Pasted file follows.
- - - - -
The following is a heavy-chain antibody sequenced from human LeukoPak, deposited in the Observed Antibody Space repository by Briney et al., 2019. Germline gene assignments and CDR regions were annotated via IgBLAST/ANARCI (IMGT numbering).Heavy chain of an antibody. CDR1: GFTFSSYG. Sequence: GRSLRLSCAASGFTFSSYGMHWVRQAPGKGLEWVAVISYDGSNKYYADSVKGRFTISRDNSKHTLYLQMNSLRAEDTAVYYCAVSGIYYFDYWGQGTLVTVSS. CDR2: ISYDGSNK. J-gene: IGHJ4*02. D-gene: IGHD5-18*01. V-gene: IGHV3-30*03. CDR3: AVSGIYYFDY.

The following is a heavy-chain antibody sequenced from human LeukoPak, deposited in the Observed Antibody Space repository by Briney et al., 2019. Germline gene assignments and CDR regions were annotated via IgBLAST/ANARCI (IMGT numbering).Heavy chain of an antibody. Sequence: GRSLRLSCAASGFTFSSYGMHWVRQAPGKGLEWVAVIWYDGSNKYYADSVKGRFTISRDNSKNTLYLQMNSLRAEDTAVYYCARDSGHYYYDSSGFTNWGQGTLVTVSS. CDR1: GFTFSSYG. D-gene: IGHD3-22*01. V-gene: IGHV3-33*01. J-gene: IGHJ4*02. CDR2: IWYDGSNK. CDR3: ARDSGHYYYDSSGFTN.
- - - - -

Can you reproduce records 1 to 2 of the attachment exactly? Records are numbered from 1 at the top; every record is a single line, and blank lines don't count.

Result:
The following is a heavy-chain antibody sequenced from human LeukoPak, deposited in the Observed Antibody Space repository by Briney et al., 2019. Germline gene assignments and CDR regions were annotated via IgBLAST/ANARCI (IMGT numbering).Heavy chain of an antibody. CDR1: GFTFSSYG. Sequence: GRSLRLSCAASGFTFSSYGMHWVRQAPGKGLEWVAVISYDGSNKYYADSVKGRFTISRDNSKHTLYLQMNSLRAEDTAVYYCAVSGIYYFDYWGQGTLVTVSS. CDR2: ISYDGSNK. J-gene: IGHJ4*02. D-gene: IGHD5-18*01. V-gene: IGHV3-30*03. CDR3: AVSGIYYFDY.

The following is a heavy-chain antibody sequenced from human LeukoPak, deposited in the Observed Antibody Space repository by Briney et al., 2019. Germline gene assignments and CDR regions were annotated via IgBLAST/ANARCI (IMGT numbering).Heavy chain of an antibody. Sequence: GRSLRLSCAASGFTFSSYGMHWVRQAPGKGLEWVAVIWYDGSNKYYADSVKGRFTISRDNSKNTLYLQMNSLRAEDTAVYYCARDSGHYYYDSSGFTNWGQGTLVTVSS. CDR1: GFTFSSYG. D-gene: IGHD3-22*01. V-gene: IGHV3-33*01. J-gene: IGHJ4*02. CDR2: IWYDGSNK. CDR3: ARDSGHYYYDSSGFTN.